Stony Brook University’s Dr. Yusuf Hannun, an internationally recognized scientist and a leader at the school for a decade, is stepping down as head of the Stony Brook Cancer Center, Dr. Hal Paz, chief executive officer of Stony Brook Medicine announced in an email.
In the email addressed to SBM leaders, Paz thanked Hannun for his leadership, recognizing his contributions to cancer research and to the Stony Brook Cancer Center.
Paz suggested that Hannun would continue to serve as director until the university, which is conducting a national search, finds someone to assume that responsibility.
SBM officials maintained in a statement that the “mission remains the same: to provide our patients with optimal treatment and care.”
Stony Brook is seeking a candidate with “exceptional leadership skills, an illustrious career in cancer research, and who is at the forefront of cancer medicine,” SBM officials added.
Paz shared his gratitude to Hannun for his “dedication to our mission and for shepherding [the cancer center] on the first leg of its journey to attaining [National Cancer Institute] status,” he wrote in his email.
Stony Brook will continue to seek NCI designation. The National Cancer Institute recognizes centers that “meet rigorous standards for transdisciplinary, state-of-the-art research focused on developing new and better approaches to preventing, diagnosing and treating cancer,” according to the NCI web site.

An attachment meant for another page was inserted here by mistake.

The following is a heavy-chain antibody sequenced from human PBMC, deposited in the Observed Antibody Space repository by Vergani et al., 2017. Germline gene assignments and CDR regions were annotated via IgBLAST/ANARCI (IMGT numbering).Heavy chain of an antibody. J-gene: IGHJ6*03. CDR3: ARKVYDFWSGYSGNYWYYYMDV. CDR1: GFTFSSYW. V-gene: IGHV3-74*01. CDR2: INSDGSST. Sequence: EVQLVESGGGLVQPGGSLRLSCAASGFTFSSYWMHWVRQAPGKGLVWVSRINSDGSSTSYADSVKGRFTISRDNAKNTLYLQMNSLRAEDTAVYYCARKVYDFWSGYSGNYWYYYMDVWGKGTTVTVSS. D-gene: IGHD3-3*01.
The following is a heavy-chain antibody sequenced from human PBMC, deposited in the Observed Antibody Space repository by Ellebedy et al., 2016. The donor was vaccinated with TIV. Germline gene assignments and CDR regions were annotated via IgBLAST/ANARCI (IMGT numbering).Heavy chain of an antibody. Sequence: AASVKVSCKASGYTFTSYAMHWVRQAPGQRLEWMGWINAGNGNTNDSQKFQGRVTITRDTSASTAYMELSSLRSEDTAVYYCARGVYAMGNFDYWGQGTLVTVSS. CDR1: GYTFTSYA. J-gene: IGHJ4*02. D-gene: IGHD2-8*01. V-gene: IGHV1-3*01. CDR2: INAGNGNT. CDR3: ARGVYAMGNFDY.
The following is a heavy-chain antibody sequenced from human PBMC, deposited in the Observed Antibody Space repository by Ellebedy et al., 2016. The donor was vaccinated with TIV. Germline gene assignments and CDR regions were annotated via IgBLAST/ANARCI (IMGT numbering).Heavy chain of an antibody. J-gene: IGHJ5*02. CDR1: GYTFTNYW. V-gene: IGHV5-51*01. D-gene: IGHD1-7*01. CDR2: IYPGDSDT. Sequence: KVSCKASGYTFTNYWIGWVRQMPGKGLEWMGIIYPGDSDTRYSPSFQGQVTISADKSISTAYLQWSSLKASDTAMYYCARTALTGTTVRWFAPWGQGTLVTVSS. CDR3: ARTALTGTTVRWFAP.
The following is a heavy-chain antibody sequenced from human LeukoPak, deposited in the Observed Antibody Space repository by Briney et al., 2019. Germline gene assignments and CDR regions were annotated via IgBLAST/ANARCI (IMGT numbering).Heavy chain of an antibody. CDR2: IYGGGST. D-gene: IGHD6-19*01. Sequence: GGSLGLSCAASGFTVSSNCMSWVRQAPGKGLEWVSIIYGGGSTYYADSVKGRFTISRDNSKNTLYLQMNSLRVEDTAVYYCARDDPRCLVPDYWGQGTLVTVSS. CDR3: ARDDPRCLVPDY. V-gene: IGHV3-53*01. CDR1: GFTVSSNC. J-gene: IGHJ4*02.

Cold Spring Harbor Laboratory has such a designation.
Paz indicated in the email that Hannun, who has earned numerous accolades and has blazed a trail in the field of sphingolipids, inflammation and cancer therapeutics, would remain as a part of the Stony Brook Medicine faculty.
Hannun previously worked at the Medical University of South Carolina, serving as senior associate dean and distinguished university professor of Biomedical Research and chairman of the Department of Biochemistry and Molecular Biology for 14 years.
TBR News Media honored the work of Hannun and his late wife, Lina Obeid, in a People of the Year issue in 2015.
Tony Futerman, the Joseph Meyerhoff professor and chair of biochemistry at the Weizmann Institute of Science in Rehovot, Israel, said Hannun “pushed the field into the modern age” and suggested he had been “innovative for 30 years.”
Hannun recruited numerous faculty to Stony Brook since his arrival, many of whom shared their appreciation for the opportunity to work with and for the well-regarded scientist.
Earlier this year, Mehdi Damaghi, assistant professor in the Department of Pathology at the Renaissance School of Medicine at Stony Brook University, said he chose Stony Brook because of the depth of cancer sciences, citing the work of Hannun, Laufer Center Director Ken Dill and Pathology Department Chair Ken Shroyer.
Paz wrote that Hannun has been “instrumental in building the infrastructure to support the growth of the [cancer center], and his impact will be felt for years to come.”
Hannun holds numerous National Institutes of Health grants and has an H index of 148, which is “an exceptional metric that evaluates the cumulative impact of an author’s scholarly output and performance.”
An H index measures how much other scientists cite a researcher’s work.
“We are grateful that Dr. Hannun will remain in his leadership role as we search for a successor,” SBM officials added.